Society must fulfill responsibility to guard children from internet dangers

Society has a responsibility to protect children from troubles associated with the use of the internet and social media. It is important for internet and social media operators, the guardians of children, and schools to play their respective roles.

Last year, 1,819 children under 18 years old were involved in crimes triggered by the use of social media such as Twitter.

Most were said to be victims of sex crimes, including cases in which children were lured out by men they met through social media, and the men committed indecent acts on the children or pressured them to send naked pictures of themselves. There were also many cases in which after the children sent the images, the men threatened to disseminate the pictures widely and made repeated demands.

Adults must establish an environment that prevents children from becoming involved in such crimes.

According to a government survey, more than 90% of junior high and high school students used the internet. Almost all high school students have their own smartphones, and they used them for more than four hours a day on average.

Even among 3-year-old children, the internet utilization rate reaches about 60%. The number of visitors to video sites appears to be increasing, among other factors. Measures should be facilitated in line with the declining age and prolonged duration of internet use.

The government has decided on a new basic plan for young people’s use of the internet. The basic plan points out the importance for operators, when they develop new devices, to devise measures from the design stage to prevent harm caused by selfies and other forms of use.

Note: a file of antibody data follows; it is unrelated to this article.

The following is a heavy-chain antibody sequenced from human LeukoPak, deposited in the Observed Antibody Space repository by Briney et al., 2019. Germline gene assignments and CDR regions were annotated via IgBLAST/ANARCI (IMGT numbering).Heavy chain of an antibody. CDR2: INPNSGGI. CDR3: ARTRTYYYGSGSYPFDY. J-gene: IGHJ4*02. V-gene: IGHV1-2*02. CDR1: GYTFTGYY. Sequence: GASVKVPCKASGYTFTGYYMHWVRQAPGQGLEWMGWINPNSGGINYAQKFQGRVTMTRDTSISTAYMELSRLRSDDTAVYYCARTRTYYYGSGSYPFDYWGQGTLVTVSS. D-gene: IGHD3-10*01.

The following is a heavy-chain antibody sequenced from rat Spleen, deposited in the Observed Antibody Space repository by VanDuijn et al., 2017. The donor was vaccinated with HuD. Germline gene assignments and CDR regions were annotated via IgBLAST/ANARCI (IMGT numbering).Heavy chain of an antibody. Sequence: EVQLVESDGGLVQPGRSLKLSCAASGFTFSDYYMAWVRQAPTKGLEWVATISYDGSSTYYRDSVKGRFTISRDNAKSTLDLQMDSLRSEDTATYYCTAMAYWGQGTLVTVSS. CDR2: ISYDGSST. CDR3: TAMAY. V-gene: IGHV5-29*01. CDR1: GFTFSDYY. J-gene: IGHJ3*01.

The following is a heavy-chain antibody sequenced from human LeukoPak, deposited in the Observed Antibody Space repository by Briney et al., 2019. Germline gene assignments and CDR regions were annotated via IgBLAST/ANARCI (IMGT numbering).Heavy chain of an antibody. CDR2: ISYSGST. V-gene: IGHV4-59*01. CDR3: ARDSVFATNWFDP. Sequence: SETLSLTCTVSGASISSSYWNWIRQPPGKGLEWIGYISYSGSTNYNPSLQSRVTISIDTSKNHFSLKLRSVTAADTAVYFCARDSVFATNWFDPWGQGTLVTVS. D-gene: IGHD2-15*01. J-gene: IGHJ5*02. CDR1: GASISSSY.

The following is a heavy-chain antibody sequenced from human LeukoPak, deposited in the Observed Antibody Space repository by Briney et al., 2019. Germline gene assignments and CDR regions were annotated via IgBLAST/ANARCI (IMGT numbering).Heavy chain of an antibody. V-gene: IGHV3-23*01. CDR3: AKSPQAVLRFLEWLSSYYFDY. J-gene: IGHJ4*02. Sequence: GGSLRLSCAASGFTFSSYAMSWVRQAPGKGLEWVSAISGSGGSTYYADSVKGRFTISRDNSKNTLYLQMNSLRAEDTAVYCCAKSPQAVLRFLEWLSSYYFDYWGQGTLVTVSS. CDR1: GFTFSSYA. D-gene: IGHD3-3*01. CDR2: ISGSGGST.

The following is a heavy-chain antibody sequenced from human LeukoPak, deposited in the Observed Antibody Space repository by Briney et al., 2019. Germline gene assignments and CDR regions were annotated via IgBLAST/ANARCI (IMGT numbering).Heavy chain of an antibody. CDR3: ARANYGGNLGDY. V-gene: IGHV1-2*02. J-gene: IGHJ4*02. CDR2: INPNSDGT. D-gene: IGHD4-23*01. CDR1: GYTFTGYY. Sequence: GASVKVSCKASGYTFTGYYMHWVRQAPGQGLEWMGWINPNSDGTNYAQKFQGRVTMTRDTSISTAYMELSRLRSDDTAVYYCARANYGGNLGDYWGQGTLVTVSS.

A function is also reportedly being developed that will use artificial intelligence to prevent images of naked bodies or other explicit images from being transmitted. Operators need to strive to make technological improvements for that purpose.

The basic plan also stresses having parents and children establish rules. Guardians should sufficiently explain the proper usage of the internet, especially to small children.

Smartphones have filtering features that can block certain sites from being viewed, apps from being used, and limit the amount of time phones can be used. Guardians can set these functions on smartphones when they sign up for their children’s devices, but the usage rate for such filters is only about 40%.

Guardians can also use their own devices to control the use of their children’s smartphones. It is essential to keep an eye on how children use their smartphones as they grow.

In elementary and junior high schools, devices such as personal computers and tablets have been distributed to each student. It would be counterproductive if children get addicted to inappropriate videos and games on devices for learning that are hard for parents to monitor.

Schools and local governments bear a heavy responsibility. They should establish a system that allows homeroom teachers and others to monitor students’ use of the internet and block access to inappropriate websites if they discover students are viewing these sites. Teachers on the front line of education should deepen their understanding of the merits and demerits of the internet.

— The original Japanese article appeared in The Yomiuri Shimbun on June 29, 2021.